Part 1. Development of a Standardized Evaluation of Pain

Symptoms and signs define distinct patient subgroups.

We used a hierarchical cluster analysis to examine associations between pain-related symptoms and signs in the 187 patients that were included in Part 1 of our study and identified eight subgroups of patients (patient clusters) with distinct constellations of symptoms and signs (pain subtypes) (Figure 2A). The clusters C1 through C6 included the vast majority of patients with neuropathic pain, whereas patients with non-neuropathic (axial) LBP formed the clusters C7 and C8 (Figure 2B), indicating a clear difference between association patterns of symptoms and signs in patients with neuropathic and non-neuropathic pain. However, some symptoms and signs were common among patients with axial LBP and patients with radicular LBP, particularly those 23 patients with radicular LBP in clusters C5 and C6 (Figure 2). These patients exhibited, for example, a combination of deep pain, pain evoked by activity, and, in the physical examination, increased pressure sensitivity of paraspinal deep tissues that was also seen in patients with axial LBP. Patients with radicular LBP in C5 and C6 differed from those in C4 mainly because they had fewer sensory deficits. Figure 3 shows the symptoms and signs that characterized the different patient clusters.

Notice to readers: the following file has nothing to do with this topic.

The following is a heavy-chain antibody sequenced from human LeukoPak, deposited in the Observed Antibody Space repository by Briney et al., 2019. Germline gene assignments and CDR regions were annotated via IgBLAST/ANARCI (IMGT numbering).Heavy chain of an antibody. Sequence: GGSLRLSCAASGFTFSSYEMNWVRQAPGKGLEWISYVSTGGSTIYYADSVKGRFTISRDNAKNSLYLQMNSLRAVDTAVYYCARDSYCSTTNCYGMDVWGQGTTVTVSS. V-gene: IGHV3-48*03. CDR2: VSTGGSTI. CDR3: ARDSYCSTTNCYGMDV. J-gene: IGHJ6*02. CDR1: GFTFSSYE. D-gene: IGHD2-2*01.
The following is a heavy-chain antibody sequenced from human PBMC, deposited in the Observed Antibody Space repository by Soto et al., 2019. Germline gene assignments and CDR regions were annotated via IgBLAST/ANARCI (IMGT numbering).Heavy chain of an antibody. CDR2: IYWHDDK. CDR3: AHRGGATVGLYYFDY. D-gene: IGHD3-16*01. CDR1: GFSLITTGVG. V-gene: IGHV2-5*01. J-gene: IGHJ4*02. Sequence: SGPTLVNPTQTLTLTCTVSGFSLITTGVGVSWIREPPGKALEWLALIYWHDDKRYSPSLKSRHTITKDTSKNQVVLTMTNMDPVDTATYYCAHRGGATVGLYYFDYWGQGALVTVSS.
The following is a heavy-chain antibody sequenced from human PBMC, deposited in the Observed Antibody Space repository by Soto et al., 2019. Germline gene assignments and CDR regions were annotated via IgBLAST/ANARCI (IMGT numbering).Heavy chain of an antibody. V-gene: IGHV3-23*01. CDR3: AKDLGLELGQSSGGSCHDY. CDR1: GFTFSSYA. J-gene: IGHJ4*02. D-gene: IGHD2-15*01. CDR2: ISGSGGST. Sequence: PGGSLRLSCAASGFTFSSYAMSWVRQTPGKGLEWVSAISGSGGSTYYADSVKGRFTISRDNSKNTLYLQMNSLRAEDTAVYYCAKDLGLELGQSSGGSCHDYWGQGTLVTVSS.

Figure 2. Hierarchical cluster analysis of patient subgroups defined by constellations of pain-related symptoms and signs.

(A) Individual patients are symbolized by short vertical lines at the bottom of the dendrogram. Horizontal lines indicate similarities between the patients' pain, whereas upper vertical lines represent differences between pain-related signs or symptoms. At the indicated separation threshold (arrow), we identified eight subgroups of patients (clusters C1 to C8) with distinct constellations of pain-related symptoms and signs (pain subtypes). (B) Patients with DN, PHN, and radicular LBP were distributed across the clusters C1 to C6, whereas patients with axial LBP almost exclusively formed the clusters C7 and C8.